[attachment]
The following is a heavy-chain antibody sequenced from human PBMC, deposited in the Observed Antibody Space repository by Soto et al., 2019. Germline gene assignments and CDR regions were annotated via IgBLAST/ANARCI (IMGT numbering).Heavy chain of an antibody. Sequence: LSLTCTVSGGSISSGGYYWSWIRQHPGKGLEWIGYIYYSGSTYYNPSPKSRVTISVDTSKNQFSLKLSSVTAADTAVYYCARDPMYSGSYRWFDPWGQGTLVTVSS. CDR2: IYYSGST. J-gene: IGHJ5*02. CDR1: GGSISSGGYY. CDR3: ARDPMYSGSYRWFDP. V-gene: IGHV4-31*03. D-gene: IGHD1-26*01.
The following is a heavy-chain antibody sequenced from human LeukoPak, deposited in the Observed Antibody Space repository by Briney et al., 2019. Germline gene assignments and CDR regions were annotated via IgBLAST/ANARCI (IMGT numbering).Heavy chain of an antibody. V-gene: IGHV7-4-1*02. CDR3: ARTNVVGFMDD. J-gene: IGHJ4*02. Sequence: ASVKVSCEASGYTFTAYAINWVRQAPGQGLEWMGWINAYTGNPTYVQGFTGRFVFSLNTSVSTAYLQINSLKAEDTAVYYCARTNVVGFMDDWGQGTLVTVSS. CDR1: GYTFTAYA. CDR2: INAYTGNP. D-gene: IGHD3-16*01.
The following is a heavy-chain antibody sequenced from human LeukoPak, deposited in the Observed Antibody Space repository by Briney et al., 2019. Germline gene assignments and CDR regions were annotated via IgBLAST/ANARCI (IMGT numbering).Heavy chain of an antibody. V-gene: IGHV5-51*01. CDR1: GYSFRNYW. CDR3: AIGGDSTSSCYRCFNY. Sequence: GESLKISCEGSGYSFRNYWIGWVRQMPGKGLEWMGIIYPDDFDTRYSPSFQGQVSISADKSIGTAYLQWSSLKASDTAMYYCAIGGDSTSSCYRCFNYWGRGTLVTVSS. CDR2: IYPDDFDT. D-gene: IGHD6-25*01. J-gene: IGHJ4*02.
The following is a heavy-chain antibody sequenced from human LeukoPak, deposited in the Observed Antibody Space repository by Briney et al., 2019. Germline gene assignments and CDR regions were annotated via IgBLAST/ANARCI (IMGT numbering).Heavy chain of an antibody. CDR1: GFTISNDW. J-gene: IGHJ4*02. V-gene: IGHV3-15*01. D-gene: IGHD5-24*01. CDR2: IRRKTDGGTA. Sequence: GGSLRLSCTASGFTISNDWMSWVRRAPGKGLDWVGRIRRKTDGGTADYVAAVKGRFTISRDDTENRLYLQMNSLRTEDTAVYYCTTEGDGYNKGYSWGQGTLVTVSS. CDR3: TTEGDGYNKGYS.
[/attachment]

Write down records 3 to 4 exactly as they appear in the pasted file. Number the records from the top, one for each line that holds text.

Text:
The following is a heavy-chain antibody sequenced from human LeukoPak, deposited in the Observed Antibody Space repository by Briney et al., 2019. Germline gene assignments and CDR regions were annotated via IgBLAST/ANARCI (IMGT numbering).Heavy chain of an antibody. V-gene: IGHV5-51*01. CDR1: GYSFRNYW. CDR3: AIGGDSTSSCYRCFNY. Sequence: GESLKISCEGSGYSFRNYWIGWVRQMPGKGLEWMGIIYPDDFDTRYSPSFQGQVSISADKSIGTAYLQWSSLKASDTAMYYCAIGGDSTSSCYRCFNYWGRGTLVTVSS. CDR2: IYPDDFDT. D-gene: IGHD6-25*01. J-gene: IGHJ4*02.
The following is a heavy-chain antibody sequenced from human LeukoPak, deposited in the Observed Antibody Space repository by Briney et al., 2019. Germline gene assignments and CDR regions were annotated via IgBLAST/ANARCI (IMGT numbering).Heavy chain of an antibody. CDR1: GFTISNDW. J-gene: IGHJ4*02. V-gene: IGHV3-15*01. D-gene: IGHD5-24*01. CDR2: IRRKTDGGTA. Sequence: GGSLRLSCTASGFTISNDWMSWVRRAPGKGLDWVGRIRRKTDGGTADYVAAVKGRFTISRDDTENRLYLQMNSLRTEDTAVYYCTTEGDGYNKGYSWGQGTLVTVSS. CDR3: TTEGDGYNKGYS.